But, at least in the short-run, domestic content requirements are likely to increase the cost of renewable energy generating equipment, and therefore also the developer’s cost of generating renewable energy. Depending on the type of renewable energy support policy with which the domestic content requirement is linked, this may have the effect of increasing consumers’ electricity prices, or reducing the number of renewable energy facilities built. In the last case, it is possible that the reduced renewable energy output leads to overall reductions in employment in renewable energy generation and manufacturing.
- Domestic content requirements (DCRs) compel renewable energy developers to source a specified share of equipment from local suppliers. A principal goal of a domestic content policy is to ensure that the government’s renewable energy policy produces tangible local economic benefits. This Brief is focused on the short-run economic impacts of the DCR and its effectiveness in increasing employment.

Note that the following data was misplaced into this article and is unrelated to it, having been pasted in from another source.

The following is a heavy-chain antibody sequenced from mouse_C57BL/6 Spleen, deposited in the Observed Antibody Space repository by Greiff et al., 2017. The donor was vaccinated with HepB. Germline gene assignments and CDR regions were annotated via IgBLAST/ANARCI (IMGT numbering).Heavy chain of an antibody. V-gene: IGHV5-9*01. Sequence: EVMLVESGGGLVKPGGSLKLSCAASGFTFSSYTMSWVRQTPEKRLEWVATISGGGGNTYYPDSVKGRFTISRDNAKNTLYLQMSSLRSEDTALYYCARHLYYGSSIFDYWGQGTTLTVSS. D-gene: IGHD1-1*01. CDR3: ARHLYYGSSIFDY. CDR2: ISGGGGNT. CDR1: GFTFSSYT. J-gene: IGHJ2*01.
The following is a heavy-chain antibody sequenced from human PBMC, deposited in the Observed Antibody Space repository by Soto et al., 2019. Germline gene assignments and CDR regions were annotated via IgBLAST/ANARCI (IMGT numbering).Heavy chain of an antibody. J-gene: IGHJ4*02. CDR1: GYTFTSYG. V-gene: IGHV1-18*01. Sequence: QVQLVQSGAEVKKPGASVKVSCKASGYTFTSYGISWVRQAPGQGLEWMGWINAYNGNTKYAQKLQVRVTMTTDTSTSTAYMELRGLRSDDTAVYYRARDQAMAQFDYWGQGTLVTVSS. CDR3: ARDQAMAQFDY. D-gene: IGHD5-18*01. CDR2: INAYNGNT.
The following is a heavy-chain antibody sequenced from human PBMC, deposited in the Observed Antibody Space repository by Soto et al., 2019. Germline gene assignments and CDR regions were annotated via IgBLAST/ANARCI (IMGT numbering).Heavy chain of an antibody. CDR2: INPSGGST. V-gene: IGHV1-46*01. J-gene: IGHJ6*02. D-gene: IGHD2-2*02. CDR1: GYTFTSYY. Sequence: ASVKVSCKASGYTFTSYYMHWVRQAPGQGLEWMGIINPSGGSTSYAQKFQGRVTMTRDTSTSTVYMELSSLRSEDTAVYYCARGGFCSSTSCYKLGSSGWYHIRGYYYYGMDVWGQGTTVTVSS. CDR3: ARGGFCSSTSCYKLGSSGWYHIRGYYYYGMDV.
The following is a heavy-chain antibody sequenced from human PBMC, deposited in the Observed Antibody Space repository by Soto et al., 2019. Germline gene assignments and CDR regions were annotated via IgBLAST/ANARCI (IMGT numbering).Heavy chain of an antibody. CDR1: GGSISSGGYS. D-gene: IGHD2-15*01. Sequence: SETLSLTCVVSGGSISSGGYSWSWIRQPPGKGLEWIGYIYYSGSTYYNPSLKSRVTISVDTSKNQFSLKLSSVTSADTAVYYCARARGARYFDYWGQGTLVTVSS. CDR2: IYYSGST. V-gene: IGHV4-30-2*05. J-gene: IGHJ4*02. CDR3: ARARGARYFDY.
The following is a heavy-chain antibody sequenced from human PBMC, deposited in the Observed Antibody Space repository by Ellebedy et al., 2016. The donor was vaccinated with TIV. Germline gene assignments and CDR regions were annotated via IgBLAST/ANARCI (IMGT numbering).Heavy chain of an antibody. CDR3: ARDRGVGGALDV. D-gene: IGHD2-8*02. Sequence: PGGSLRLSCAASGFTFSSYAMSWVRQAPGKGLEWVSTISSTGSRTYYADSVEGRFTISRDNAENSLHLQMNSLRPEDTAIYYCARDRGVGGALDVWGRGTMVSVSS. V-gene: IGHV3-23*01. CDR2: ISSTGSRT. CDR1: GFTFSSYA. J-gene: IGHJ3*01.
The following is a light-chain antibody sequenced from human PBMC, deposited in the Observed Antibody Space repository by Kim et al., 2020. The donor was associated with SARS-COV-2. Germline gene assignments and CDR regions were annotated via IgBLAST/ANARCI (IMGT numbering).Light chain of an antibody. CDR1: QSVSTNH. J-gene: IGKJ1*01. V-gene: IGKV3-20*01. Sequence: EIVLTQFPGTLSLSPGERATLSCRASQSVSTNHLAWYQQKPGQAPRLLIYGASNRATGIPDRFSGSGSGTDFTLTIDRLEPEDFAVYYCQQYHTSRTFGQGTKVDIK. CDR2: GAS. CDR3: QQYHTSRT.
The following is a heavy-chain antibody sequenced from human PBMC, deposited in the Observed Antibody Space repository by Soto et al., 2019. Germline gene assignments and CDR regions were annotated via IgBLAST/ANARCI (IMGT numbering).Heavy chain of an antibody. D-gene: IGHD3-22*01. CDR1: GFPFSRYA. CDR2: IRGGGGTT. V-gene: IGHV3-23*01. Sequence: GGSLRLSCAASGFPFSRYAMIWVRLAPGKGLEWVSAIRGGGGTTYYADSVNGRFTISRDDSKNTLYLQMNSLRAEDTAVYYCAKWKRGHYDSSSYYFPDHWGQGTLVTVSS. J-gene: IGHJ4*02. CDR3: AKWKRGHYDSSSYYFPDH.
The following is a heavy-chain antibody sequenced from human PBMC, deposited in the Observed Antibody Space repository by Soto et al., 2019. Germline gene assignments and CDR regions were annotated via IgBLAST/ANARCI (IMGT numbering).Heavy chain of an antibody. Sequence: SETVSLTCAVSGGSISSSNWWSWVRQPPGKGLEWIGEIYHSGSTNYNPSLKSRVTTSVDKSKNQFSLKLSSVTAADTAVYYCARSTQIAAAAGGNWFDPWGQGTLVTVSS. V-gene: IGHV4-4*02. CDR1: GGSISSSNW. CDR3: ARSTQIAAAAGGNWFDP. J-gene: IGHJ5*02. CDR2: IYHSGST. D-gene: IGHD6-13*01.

- By forcing developers of renewable energy to source from domestic suppliers, the DCR is expected to raise the cost of generating renewable electricity, at least in the short-run.2 That is because sourcing from domestic equipment manufacturers reduces access to technology providers from outside the jurisdictions that might be lower cost than the domestic options. The higher equipment costs are likely to reduce the amount of renewable electricity generated. In this way, DCRs can actually work against one of the main goals of the renewable energysupport policy. Additionally, if renewable energy equipment costs are increased by a significant enough margin as a result of the DCR, the imposition of the DCR may even reduce employment associated with manufacturing renewable energy equipment and renewable energy generation in the short-run.
- Two Canadian jurisdictions, namely Ontario and Quebec, have tied government support for renewably generated electricity to DCRs